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‘Who’s The Boss?’ star tells Oprah about HIV and crystal meth use

By Attitude Magazine

In a new interview with Oprah Winfrey, former Who’s The Boss? child star Danny Pintauro reveals he’s been living with HIV for the past 12 years – and opens up about his destructive use of crystal meth.

The 39-year-old actor, who played the young Jonathan Bower in the Tony Danza sitcom from 1984-1992, says on the latest episode of Oprah: Where Are They Now? that he tested positive for HIV 12 years ago, Queerty reports.


“I was living in New York at the time and completely clueless to the idea that I was positive. I went in for a regular checkup. It was just regular blood work. You go in, and you sort of waited two weeks on pins and needles — or at least I did, because I was just terrified of the idea of getting HIV.”

Pintauro, who came out publicly during an interview with the National Enquirer in 1997, told Oprah that he was experimenting sexually around the time he received the diagnosis.

“I was doing crystal meth, which completely ruins your immune system. I’d been doing it at that point very briefly, but it was three weeks or so, off and on. I had just come out of a two-year relationship, and I discovered in that relationship that there was more I wanted to explore sexually. Crystal meth takes away your inhibitions… And if you want to explore that adventurous side, taking the drug is going to put you there. I was experimenting. And believe it or not, I thought that I was being safe in that encounter. I know exactly when it happened.”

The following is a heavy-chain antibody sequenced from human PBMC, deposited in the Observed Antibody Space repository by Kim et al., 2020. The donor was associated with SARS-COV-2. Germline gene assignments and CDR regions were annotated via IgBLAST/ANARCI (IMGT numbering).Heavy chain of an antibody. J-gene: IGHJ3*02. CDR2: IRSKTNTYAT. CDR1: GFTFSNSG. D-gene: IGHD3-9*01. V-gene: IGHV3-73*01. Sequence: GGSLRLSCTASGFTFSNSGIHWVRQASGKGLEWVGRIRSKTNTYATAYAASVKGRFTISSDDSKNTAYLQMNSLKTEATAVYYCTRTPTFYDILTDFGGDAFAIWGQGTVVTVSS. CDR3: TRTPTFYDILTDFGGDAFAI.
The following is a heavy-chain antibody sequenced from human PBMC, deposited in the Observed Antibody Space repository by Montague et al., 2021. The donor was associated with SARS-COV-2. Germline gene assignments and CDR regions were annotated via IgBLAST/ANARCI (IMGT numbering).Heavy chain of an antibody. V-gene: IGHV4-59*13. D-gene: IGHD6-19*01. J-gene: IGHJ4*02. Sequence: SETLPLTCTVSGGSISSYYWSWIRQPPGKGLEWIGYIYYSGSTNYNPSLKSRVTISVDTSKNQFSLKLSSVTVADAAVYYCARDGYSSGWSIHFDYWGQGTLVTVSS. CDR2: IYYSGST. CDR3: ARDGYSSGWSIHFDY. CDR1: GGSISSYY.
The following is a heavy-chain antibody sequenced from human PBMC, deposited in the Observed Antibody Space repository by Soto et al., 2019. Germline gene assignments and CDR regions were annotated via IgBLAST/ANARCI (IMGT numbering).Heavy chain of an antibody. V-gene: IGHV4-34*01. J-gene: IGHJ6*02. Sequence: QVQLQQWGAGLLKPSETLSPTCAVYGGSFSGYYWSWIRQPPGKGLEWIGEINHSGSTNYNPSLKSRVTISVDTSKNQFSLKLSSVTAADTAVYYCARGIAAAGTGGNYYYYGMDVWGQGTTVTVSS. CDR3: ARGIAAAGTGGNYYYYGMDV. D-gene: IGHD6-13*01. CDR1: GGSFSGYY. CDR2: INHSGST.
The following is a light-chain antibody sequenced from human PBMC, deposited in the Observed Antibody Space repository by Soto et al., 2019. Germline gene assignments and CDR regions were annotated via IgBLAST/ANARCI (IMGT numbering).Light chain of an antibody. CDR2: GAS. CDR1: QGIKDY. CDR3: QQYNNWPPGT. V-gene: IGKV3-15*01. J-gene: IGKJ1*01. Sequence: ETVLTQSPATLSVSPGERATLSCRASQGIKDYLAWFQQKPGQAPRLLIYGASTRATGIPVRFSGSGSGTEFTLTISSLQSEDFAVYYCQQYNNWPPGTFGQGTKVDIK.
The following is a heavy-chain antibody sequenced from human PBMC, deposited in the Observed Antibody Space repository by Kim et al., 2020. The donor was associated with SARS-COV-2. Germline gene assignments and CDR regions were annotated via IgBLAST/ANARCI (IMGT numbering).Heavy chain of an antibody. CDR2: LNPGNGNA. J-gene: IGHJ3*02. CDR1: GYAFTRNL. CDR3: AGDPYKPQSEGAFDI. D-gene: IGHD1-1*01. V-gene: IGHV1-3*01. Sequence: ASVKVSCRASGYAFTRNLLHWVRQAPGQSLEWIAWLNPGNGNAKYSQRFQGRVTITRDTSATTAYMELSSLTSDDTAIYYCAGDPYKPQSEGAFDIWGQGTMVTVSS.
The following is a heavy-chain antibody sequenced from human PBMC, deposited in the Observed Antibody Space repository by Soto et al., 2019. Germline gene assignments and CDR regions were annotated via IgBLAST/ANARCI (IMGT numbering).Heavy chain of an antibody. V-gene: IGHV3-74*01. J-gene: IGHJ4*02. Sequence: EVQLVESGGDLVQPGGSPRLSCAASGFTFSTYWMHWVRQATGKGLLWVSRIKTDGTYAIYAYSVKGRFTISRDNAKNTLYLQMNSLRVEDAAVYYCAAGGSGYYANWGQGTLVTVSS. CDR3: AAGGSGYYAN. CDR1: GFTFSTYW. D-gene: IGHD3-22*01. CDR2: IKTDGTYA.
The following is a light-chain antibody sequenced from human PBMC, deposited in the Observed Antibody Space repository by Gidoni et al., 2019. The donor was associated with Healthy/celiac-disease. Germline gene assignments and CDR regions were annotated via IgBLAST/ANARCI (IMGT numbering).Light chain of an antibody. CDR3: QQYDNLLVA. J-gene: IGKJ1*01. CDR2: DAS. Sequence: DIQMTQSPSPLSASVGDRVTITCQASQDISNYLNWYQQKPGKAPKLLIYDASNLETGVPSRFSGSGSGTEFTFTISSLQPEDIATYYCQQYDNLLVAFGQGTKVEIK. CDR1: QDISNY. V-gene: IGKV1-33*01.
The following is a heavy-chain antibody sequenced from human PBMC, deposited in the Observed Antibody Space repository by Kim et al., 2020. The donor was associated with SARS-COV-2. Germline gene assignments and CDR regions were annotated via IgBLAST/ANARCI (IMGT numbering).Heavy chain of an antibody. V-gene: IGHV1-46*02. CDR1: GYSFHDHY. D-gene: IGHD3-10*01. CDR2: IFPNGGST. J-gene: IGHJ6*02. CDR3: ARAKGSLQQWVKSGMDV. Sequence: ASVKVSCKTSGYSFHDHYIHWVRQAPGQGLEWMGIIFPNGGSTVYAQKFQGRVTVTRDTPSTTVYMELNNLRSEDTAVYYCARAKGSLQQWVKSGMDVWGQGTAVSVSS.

Pintauro (centre, bottom) with his Who's The Boss? co-stars

Pintauro, who married his partner Will Tabares (pictured below) last year, says his Who’s the Boss? costars Judith Light and Tony Danza have been supportive about his diagnosis and his decision to go public.

“I feel like in the gay community, we’ve been spending so much energy trying to become socially acceptable and so much energy trying to make marriage happen – which I think are 100 percent important – and, in doing that, we’ve forgotten about taking care of each other a little bit,” he said. “Back when the AIDS crisis was happening … back when we weren’t really socially acceptable, we still took good care of each other because we only had each other. We didn’t have all of our other friends and coworkers or any of that to turn to.”

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